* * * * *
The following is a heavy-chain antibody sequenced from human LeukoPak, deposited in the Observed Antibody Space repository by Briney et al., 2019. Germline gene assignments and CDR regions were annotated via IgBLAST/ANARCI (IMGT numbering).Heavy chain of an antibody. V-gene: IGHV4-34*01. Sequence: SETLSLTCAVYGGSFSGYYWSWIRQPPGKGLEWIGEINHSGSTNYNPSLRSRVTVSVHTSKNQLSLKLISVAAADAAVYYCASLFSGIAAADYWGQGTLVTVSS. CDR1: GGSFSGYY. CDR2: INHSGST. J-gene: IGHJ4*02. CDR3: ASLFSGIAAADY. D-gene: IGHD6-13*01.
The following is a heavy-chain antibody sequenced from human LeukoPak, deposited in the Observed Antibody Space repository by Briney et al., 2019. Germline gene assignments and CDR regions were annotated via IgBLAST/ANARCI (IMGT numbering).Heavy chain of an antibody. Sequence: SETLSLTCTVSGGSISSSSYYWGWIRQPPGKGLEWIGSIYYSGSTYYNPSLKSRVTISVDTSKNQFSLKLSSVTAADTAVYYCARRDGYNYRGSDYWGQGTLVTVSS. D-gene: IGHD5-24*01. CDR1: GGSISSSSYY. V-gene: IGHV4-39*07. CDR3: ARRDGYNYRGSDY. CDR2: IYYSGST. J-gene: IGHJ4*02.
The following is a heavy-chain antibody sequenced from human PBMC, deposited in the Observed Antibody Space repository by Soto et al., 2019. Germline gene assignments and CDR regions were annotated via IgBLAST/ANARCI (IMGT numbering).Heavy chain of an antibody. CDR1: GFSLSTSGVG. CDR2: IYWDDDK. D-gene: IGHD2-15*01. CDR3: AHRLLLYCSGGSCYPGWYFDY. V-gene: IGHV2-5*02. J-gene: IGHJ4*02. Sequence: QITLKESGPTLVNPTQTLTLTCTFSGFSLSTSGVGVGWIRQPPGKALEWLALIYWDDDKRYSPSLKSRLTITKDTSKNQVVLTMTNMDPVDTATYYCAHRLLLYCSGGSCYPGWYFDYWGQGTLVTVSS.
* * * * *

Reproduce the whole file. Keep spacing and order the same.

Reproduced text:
The following is a heavy-chain antibody sequenced from human LeukoPak, deposited in the Observed Antibody Space repository by Briney et al., 2019. Germline gene assignments and CDR regions were annotated via IgBLAST/ANARCI (IMGT numbering).Heavy chain of an antibody. V-gene: IGHV4-34*01. Sequence: SETLSLTCAVYGGSFSGYYWSWIRQPPGKGLEWIGEINHSGSTNYNPSLRSRVTVSVHTSKNQLSLKLISVAAADAAVYYCASLFSGIAAADYWGQGTLVTVSS. CDR1: GGSFSGYY. CDR2: INHSGST. J-gene: IGHJ4*02. CDR3: ASLFSGIAAADY. D-gene: IGHD6-13*01.
The following is a heavy-chain antibody sequenced from human LeukoPak, deposited in the Observed Antibody Space repository by Briney et al., 2019. Germline gene assignments and CDR regions were annotated via IgBLAST/ANARCI (IMGT numbering).Heavy chain of an antibody. Sequence: SETLSLTCTVSGGSISSSSYYWGWIRQPPGKGLEWIGSIYYSGSTYYNPSLKSRVTISVDTSKNQFSLKLSSVTAADTAVYYCARRDGYNYRGSDYWGQGTLVTVSS. D-gene: IGHD5-24*01. CDR1: GGSISSSSYY. V-gene: IGHV4-39*07. CDR3: ARRDGYNYRGSDY. CDR2: IYYSGST. J-gene: IGHJ4*02.
The following is a heavy-chain antibody sequenced from human PBMC, deposited in the Observed Antibody Space repository by Soto et al., 2019. Germline gene assignments and CDR regions were annotated via IgBLAST/ANARCI (IMGT numbering).Heavy chain of an antibody. CDR1: GFSLSTSGVG. CDR2: IYWDDDK. D-gene: IGHD2-15*01. CDR3: AHRLLLYCSGGSCYPGWYFDY. V-gene: IGHV2-5*02. J-gene: IGHJ4*02. Sequence: QITLKESGPTLVNPTQTLTLTCTFSGFSLSTSGVGVGWIRQPPGKALEWLALIYWDDDKRYSPSLKSRLTITKDTSKNQVVLTMTNMDPVDTATYYCAHRLLLYCSGGSCYPGWYFDYWGQGTLVTVSS.